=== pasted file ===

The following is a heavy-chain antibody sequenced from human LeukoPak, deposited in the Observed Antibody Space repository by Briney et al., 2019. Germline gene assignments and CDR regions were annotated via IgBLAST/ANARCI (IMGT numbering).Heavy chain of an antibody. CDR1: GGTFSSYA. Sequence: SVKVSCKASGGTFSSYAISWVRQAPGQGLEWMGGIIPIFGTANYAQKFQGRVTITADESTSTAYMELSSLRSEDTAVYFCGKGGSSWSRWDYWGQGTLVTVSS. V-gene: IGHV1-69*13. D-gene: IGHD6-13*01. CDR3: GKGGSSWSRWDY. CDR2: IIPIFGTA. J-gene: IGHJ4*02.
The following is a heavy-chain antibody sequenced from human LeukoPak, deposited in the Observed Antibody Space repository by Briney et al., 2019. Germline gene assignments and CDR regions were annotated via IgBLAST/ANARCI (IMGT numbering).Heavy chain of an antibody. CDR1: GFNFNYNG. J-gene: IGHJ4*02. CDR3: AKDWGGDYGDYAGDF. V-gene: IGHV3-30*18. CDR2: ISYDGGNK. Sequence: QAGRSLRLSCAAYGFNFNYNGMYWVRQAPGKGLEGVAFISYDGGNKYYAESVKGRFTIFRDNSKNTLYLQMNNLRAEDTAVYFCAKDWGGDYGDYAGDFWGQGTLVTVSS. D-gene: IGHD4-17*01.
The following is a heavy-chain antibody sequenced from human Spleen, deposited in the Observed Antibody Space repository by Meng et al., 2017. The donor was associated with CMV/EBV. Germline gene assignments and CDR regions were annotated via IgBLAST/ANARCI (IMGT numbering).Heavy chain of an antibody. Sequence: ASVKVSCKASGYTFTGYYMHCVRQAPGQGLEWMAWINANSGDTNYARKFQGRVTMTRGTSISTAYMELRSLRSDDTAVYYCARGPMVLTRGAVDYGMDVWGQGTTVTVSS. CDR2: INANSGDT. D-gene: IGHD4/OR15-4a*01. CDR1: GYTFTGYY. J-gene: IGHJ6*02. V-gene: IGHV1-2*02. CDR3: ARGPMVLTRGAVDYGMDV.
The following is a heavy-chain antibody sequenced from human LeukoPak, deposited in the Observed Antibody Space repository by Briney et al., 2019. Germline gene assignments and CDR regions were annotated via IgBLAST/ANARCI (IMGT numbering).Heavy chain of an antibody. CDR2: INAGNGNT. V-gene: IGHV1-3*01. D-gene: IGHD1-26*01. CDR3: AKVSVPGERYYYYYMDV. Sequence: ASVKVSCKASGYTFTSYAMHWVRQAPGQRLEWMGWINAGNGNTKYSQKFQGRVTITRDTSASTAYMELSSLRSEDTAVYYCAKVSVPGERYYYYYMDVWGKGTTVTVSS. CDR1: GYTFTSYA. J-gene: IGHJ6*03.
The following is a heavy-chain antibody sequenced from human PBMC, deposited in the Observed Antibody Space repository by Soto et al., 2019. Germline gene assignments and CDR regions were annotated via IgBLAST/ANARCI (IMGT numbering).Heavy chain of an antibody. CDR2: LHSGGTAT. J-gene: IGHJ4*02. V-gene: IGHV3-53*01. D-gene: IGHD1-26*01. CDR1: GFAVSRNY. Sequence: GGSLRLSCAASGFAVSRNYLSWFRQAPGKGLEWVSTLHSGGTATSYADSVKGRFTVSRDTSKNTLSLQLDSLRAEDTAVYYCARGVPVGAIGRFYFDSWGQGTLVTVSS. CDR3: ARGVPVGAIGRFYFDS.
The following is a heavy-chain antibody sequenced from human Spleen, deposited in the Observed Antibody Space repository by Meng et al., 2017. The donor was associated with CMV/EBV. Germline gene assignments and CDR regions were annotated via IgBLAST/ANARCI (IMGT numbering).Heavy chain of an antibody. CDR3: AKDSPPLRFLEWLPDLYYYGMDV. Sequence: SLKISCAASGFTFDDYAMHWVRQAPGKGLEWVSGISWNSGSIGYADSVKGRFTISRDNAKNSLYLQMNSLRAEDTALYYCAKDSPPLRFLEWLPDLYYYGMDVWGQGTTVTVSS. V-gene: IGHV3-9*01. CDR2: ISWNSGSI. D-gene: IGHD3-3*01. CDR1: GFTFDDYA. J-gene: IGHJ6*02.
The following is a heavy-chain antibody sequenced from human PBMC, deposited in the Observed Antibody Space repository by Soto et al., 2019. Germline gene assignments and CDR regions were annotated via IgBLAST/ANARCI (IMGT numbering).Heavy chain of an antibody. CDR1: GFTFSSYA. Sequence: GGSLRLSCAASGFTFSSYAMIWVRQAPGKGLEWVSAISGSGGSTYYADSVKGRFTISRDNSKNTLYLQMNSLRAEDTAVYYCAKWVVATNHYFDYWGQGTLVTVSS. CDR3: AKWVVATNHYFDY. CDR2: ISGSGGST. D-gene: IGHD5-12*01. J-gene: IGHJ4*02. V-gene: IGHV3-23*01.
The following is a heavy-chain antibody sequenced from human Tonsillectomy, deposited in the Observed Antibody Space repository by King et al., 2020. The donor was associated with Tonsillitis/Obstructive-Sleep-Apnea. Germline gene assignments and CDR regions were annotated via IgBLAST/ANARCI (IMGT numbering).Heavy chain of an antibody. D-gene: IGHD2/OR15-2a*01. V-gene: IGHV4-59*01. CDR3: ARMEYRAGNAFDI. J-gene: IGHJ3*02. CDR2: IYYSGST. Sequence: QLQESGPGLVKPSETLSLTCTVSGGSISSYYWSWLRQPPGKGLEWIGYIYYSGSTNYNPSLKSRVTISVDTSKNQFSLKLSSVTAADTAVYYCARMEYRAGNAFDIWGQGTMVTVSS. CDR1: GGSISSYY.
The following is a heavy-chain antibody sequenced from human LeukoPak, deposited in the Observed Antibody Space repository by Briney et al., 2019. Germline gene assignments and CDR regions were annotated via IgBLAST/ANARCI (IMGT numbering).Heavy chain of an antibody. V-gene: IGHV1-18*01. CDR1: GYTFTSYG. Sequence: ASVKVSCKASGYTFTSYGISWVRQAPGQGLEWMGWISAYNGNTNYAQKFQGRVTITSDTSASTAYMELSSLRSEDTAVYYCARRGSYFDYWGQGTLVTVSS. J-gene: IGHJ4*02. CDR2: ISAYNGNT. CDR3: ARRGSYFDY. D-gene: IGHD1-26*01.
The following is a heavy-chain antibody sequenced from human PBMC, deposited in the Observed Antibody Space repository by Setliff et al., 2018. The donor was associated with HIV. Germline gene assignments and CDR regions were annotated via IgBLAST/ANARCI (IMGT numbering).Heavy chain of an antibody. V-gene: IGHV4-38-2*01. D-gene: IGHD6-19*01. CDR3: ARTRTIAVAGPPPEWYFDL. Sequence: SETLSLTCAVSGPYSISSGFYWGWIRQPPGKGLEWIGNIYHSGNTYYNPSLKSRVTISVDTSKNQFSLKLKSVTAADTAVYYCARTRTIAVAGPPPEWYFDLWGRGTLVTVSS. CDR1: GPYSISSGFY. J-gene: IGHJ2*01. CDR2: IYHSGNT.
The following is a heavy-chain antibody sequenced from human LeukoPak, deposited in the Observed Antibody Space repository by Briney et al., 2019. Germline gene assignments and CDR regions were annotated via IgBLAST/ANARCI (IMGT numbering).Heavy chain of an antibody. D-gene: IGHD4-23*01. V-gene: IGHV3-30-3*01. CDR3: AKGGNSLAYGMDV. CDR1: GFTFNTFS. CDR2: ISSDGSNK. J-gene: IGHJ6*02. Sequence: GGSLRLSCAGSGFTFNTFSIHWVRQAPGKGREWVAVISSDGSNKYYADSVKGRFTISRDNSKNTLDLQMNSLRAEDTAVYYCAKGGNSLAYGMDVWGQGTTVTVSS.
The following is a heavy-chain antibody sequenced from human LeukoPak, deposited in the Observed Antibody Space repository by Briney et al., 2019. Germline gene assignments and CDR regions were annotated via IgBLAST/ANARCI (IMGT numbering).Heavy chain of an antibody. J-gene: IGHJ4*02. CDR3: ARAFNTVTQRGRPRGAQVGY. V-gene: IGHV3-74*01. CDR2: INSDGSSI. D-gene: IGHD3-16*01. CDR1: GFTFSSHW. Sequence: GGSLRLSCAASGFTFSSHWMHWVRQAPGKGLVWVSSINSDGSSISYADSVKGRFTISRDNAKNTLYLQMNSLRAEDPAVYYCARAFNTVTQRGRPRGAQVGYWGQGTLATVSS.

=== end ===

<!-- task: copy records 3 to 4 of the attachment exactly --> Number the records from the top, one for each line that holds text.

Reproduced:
The following is a heavy-chain antibody sequenced from human Spleen, deposited in the Observed Antibody Space repository by Meng et al., 2017. The donor was associated with CMV/EBV. Germline gene assignments and CDR regions were annotated via IgBLAST/ANARCI (IMGT numbering).Heavy chain of an antibody. Sequence: ASVKVSCKASGYTFTGYYMHCVRQAPGQGLEWMAWINANSGDTNYARKFQGRVTMTRGTSISTAYMELRSLRSDDTAVYYCARGPMVLTRGAVDYGMDVWGQGTTVTVSS. CDR2: INANSGDT. D-gene: IGHD4/OR15-4a*01. CDR1: GYTFTGYY. J-gene: IGHJ6*02. V-gene: IGHV1-2*02. CDR3: ARGPMVLTRGAVDYGMDV.
The following is a heavy-chain antibody sequenced from human LeukoPak, deposited in the Observed Antibody Space repository by Briney et al., 2019. Germline gene assignments and CDR regions were annotated via IgBLAST/ANARCI (IMGT numbering).Heavy chain of an antibody. CDR2: INAGNGNT. V-gene: IGHV1-3*01. D-gene: IGHD1-26*01. CDR3: AKVSVPGERYYYYYMDV. Sequence: ASVKVSCKASGYTFTSYAMHWVRQAPGQRLEWMGWINAGNGNTKYSQKFQGRVTITRDTSASTAYMELSSLRSEDTAVYYCAKVSVPGERYYYYYMDVWGKGTTVTVSS. CDR1: GYTFTSYA. J-gene: IGHJ6*03.